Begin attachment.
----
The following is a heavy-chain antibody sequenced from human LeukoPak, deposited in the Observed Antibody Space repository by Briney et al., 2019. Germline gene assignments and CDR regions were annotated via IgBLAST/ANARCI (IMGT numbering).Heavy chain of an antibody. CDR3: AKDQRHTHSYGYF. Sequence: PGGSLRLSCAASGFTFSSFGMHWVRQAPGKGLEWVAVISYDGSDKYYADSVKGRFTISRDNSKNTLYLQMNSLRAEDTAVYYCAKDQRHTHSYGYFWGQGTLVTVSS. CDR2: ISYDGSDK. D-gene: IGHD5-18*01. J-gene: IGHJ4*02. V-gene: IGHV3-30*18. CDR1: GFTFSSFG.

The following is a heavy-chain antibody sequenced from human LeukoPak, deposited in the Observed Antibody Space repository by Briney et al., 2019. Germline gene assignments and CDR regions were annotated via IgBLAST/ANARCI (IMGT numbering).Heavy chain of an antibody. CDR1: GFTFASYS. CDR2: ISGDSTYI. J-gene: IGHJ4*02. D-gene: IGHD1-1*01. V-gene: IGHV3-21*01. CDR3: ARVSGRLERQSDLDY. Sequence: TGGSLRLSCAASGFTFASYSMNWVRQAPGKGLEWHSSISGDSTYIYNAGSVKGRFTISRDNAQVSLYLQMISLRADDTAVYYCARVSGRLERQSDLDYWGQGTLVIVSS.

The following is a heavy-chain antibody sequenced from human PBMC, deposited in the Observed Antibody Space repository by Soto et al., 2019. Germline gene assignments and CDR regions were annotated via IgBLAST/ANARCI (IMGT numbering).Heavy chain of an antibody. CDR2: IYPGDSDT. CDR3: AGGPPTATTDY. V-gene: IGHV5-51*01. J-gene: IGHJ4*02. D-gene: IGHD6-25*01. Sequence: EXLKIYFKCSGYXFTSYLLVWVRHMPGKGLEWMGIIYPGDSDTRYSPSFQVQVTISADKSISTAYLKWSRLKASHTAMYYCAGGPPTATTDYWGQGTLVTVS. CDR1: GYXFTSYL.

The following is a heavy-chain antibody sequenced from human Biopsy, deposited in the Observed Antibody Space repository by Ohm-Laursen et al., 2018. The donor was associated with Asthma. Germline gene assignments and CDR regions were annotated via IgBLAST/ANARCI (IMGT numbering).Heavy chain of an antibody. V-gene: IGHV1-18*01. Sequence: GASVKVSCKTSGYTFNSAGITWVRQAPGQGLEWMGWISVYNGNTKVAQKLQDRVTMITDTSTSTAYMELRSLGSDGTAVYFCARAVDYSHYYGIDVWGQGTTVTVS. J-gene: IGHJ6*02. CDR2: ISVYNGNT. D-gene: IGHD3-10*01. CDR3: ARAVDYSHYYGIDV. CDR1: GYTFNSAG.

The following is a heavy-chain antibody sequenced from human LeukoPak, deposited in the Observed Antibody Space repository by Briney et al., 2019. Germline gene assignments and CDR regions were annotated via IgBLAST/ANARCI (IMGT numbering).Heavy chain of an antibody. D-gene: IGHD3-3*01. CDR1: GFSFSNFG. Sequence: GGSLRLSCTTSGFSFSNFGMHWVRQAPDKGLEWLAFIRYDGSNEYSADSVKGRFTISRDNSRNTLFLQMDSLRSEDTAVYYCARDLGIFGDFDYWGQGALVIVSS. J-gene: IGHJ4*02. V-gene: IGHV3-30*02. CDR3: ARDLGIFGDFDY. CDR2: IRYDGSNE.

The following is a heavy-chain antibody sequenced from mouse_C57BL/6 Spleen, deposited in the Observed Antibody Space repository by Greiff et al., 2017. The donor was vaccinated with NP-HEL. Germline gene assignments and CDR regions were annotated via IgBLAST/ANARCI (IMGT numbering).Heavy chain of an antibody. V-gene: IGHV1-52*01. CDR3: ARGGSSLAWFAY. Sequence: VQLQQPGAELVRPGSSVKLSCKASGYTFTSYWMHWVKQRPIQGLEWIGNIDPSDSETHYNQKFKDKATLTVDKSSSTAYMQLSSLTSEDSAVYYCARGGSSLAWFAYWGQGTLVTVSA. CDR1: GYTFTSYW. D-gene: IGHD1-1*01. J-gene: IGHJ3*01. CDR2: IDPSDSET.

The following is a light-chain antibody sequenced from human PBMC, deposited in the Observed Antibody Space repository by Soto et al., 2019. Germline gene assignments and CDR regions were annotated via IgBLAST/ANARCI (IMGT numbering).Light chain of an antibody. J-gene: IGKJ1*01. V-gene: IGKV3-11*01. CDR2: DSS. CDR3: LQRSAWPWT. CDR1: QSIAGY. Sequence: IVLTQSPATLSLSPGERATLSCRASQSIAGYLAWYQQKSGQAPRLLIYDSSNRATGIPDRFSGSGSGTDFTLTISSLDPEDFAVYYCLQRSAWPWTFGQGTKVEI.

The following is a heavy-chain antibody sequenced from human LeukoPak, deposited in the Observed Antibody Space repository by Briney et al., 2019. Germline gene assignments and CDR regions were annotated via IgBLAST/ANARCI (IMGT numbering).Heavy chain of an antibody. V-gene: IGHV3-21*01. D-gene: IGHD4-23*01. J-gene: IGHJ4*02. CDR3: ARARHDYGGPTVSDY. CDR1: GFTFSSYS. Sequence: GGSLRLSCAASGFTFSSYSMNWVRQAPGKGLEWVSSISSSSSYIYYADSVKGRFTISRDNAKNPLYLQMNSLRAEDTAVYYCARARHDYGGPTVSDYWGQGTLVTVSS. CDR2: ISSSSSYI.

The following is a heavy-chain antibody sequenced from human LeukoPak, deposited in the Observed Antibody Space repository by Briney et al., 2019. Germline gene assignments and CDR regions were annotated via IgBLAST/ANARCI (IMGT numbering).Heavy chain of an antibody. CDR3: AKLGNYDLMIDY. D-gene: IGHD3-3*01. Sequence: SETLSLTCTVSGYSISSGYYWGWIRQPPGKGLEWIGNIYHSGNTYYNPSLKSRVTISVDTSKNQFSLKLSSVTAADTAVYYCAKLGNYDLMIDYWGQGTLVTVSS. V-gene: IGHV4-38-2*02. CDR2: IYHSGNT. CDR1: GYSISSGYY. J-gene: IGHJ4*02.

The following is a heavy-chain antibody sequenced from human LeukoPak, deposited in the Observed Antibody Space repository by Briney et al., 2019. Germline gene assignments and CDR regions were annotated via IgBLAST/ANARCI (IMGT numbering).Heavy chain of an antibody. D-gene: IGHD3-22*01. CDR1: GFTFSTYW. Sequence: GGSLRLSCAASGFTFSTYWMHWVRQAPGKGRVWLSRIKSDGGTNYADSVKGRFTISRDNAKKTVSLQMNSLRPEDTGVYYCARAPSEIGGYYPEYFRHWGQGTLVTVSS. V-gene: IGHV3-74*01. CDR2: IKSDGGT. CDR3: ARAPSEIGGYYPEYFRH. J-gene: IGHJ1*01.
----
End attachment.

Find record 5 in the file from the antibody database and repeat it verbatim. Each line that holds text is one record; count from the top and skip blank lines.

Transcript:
The following is a heavy-chain antibody sequenced from human LeukoPak, deposited in the Observed Antibody Space repository by Briney et al., 2019. Germline gene assignments and CDR regions were annotated via IgBLAST/ANARCI (IMGT numbering).Heavy chain of an antibody. D-gene: IGHD3-3*01. CDR1: GFSFSNFG. Sequence: GGSLRLSCTTSGFSFSNFGMHWVRQAPDKGLEWLAFIRYDGSNEYSADSVKGRFTISRDNSRNTLFLQMDSLRSEDTAVYYCARDLGIFGDFDYWGQGALVIVSS. J-gene: IGHJ4*02. V-gene: IGHV3-30*02. CDR3: ARDLGIFGDFDY. CDR2: IRYDGSNE.